Grief engulfed the halls of Sagara Darshana relief camp in Karnataka’s Karwar. As muffled whimpers surround the hall, 72-year-old Anand Neelakanta Giridhar hugs his wife Anansuya (67), as they weep for their uncertain future.
Neelakanta and Anansuya, residents of Gotegali village in Uttara Kannada district, rushed out of their 56-year-old home on Wednesday night when water from the Kadra Dam began gushing out and flooding their home. With no time to gather their belongings, the couple along with 400 families in Gotegali were loaded up in buses and taken to the relief camp.
“The officials told us that our homes will be flooded and that the water will recede soon. I turned back to look at my house one last time and I watched as the water washed it away. I watched my house collapse,” Neelakanta recounts, as he sobs.
On Thursday night, Neelakanta braved the thunderstorms and took a bus to Kadra. He walked to the main road, and all along, prayed that the flood water had receded.
“I was just saying silent prayers, hoping that god would have mercy on us. But that was not the case. There was no village to be seen. It looked like the sea. Not a single home was visible. Everything I had worked for in the 60 years of my life had just vanished in a few days,” Neelakanta says.
Hundreds of residents of Chamkoli village too had huddled together at the relief camp, consoling each other and hoping that they have braved the worst. “We came rushing out of our homes with the clothes on our backs and nothing else. Currently we are at this camp where we are getting good food, water, a bed to sleep on and also clothes to wear but we don’t know what’s happening. How long are we going to stay here?” asks 43-year-old Rajasri Maruti Nayak.
Rajasri is a single mother and has two children – her daughter Sujal (21) and son Gopal (22), who is studying engineering at a college in Mangaluru. Rajasri is an agricultural labourer and had put in all her savings to send her son to college.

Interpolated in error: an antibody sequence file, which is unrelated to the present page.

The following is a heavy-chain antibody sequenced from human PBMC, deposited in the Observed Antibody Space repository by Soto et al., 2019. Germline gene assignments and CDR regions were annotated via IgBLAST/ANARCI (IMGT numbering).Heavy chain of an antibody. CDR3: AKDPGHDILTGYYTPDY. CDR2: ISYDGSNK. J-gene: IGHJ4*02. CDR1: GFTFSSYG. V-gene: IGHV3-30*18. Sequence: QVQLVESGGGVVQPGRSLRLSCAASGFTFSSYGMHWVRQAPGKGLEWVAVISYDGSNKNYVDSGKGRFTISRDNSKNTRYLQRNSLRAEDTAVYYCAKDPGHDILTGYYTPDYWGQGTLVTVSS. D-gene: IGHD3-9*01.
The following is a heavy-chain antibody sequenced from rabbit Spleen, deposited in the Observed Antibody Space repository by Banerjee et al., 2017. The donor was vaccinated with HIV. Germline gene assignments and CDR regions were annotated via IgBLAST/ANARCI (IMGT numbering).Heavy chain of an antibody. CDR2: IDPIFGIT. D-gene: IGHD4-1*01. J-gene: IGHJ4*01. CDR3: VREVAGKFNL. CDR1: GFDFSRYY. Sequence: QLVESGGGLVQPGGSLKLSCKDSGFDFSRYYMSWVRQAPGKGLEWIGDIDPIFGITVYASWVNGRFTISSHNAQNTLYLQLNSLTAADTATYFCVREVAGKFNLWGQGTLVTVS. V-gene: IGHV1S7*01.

“My cattle drowned in the floods. I used to get money by selling milk to people in the village. Now what am I to do? We are living well in the camp but once we are asked to leave, what will happen to us? Yesterday, some government officials had come here. When we asked them this question, they were clueless. We will be living on roads once the water recedes,” Rajasri says.
Over 10,000 people are currently residing in 49 relief camps in Uttara Kannada district. According to Deputy Commissioner Harish Kumar, the administration has no plan for rehabilitation yet as the state government has not intimidated them of any approved plans for rehabilitating those in the relief camps.
“We are currently looking at rescuing people. The rains are getting worse day by day and ensuring that people get out of it alive is our first priority. Once the floods recede, we will decide on the rehabilitation plan,” DC Harish told TNM.
According to sources in the Chief Minister’s office, the reason why no rehabilitation plan has been made is because the state has no Cabinet to approve any plans. “There is no Cabinet and ministries are vacant. Revenue Department officials generally offer funds for construction of homes and such when the floods are on smaller scale. The disaster relief funds are being requested from the Centre too. But so far there is no concrete plan,” the source added.
The flood-affected victims say they can only envision a life of misery ahead. “We have nothing to look forward to. We are clueless too. We only beg that the government does not leave us in lurch. They have to do something to help us,” Anasuya Giridhar says.